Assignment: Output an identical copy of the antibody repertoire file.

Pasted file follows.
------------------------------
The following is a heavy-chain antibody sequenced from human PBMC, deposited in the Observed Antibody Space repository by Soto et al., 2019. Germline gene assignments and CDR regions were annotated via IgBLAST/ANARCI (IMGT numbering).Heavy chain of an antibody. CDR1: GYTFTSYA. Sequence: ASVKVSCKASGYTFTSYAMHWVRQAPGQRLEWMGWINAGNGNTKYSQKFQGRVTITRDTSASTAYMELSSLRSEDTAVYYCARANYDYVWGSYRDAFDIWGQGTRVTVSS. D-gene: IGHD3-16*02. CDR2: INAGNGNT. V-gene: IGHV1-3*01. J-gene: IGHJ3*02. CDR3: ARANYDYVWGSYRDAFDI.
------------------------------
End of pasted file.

The following is a heavy-chain antibody sequenced from human PBMC, deposited in the Observed Antibody Space repository by Soto et al., 2019. Germline gene assignments and CDR regions were annotated via IgBLAST/ANARCI (IMGT numbering).Heavy chain of an antibody. CDR1: GYTFTSYA. Sequence: ASVKVSCKASGYTFTSYAMHWVRQAPGQRLEWMGWINAGNGNTKYSQKFQGRVTITRDTSASTAYMELSSLRSEDTAVYYCARANYDYVWGSYRDAFDIWGQGTRVTVSS. D-gene: IGHD3-16*02. CDR2: INAGNGNT. V-gene: IGHV1-3*01. J-gene: IGHJ3*02. CDR3: ARANYDYVWGSYRDAFDI.